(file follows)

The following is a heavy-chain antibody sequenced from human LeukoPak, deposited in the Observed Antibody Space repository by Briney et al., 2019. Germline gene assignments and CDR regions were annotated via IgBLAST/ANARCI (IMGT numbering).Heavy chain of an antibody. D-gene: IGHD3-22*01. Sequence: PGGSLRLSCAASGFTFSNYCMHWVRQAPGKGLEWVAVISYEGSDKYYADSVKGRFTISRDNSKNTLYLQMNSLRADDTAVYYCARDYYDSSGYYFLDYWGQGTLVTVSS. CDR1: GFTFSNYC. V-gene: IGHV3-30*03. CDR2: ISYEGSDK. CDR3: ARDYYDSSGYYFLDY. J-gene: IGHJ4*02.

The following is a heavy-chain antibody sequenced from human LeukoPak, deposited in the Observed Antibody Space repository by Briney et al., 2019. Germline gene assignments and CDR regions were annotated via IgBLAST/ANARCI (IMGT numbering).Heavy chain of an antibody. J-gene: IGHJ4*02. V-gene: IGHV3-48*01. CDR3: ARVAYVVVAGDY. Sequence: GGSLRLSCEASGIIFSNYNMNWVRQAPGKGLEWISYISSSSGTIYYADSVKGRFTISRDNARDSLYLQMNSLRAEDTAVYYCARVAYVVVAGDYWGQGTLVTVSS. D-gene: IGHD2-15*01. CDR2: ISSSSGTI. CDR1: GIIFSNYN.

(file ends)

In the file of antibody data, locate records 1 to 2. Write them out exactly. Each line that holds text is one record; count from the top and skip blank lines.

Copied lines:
The following is a heavy-chain antibody sequenced from human LeukoPak, deposited in the Observed Antibody Space repository by Briney et al., 2019. Germline gene assignments and CDR regions were annotated via IgBLAST/ANARCI (IMGT numbering).Heavy chain of an antibody. D-gene: IGHD3-22*01. Sequence: PGGSLRLSCAASGFTFSNYCMHWVRQAPGKGLEWVAVISYEGSDKYYADSVKGRFTISRDNSKNTLYLQMNSLRADDTAVYYCARDYYDSSGYYFLDYWGQGTLVTVSS. CDR1: GFTFSNYC. V-gene: IGHV3-30*03. CDR2: ISYEGSDK. CDR3: ARDYYDSSGYYFLDY. J-gene: IGHJ4*02.

The following is a heavy-chain antibody sequenced from human LeukoPak, deposited in the Observed Antibody Space repository by Briney et al., 2019. Germline gene assignments and CDR regions were annotated via IgBLAST/ANARCI (IMGT numbering).Heavy chain of an antibody. J-gene: IGHJ4*02. V-gene: IGHV3-48*01. CDR3: ARVAYVVVAGDY. Sequence: GGSLRLSCEASGIIFSNYNMNWVRQAPGKGLEWISYISSSSGTIYYADSVKGRFTISRDNARDSLYLQMNSLRAEDTAVYYCARVAYVVVAGDYWGQGTLVTVSS. D-gene: IGHD2-15*01. CDR2: ISSSSGTI. CDR1: GIIFSNYN.